Failure Mode Effect Analysis FMEA

What Is Failure Mode Effect Analysis?

The use of Failure Mode and Effect Analysis (FMEA) techniques helps to drive improvement in manufacturing and supply chain and the methodology is now also used in risk management and service industries as a structured method of identifying failures in a process and quantifying the effect of these on the overall success of the operation.

  • Failure Modes is the ways in which something could fail such as errors or defects in a process or product. These errors can be potential or actual.
  • Effects Analysis is the process of studying the consequences of the discovered failures.

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What Is the Purpose of the Failure Mode Effective Analysis?

Failure Mode and Effect Analysis (FMEA) is one element of the Six Sigma Lean Methodology.

The Six Sigma route to quality control emerged in the 1980s as Motorola searched for a robust quantitative approach that would drive high variability out of their manufacturing processes and thus improve the reliability of their products. The term Six Sigma refers to a methodology and a culture of continuous quality improvement.

The Six Sigma goal is to squeeze out process variability until the process produces just 3.4 defects per million activities. This reduces waste and hence saves money whilst improving customer satisfaction.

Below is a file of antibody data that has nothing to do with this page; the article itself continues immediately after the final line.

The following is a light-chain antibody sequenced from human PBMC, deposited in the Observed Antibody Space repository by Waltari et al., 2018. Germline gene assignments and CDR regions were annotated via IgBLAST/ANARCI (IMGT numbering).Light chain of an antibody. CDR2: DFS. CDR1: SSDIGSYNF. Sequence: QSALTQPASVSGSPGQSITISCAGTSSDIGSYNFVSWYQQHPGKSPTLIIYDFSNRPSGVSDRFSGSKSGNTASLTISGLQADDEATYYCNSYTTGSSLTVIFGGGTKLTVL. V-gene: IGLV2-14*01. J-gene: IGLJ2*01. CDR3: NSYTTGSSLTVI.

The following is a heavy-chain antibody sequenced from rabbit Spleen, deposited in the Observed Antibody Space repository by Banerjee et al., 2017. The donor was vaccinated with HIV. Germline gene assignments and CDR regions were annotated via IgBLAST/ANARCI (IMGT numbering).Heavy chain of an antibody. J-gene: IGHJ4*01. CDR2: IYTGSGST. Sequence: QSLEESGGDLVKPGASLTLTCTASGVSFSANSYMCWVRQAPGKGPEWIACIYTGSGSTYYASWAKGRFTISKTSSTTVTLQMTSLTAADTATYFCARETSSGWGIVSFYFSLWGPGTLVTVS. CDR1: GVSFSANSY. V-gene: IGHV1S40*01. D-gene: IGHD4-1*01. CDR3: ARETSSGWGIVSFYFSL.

What Are the Principles of Failure Mode Effect Analysis?

The FMEA process is conducted in a step by step fashion because each step builds on the previous one as you work through the analysis process. FMEA is done in seven stages, each one carefully designed to make the analysis quick and effective:

  1. Assemble FMEA team and review the process in question for potential failures
  2. Determine the severity ranking of each failure
  3. Determine the occurrence ranking of each failure
  4. Determine the detection ranking of each failure
  5. Assign a Risk Priority Number (RPN) and prioritise for action
  6. Take action and review the process
  7. Re-rank the RPN

Each element of the process is reviewed and any potential problem area or weak links prone to failure are identified and described. These areas are then rated according to three criteria on a 1 – 10 scale.

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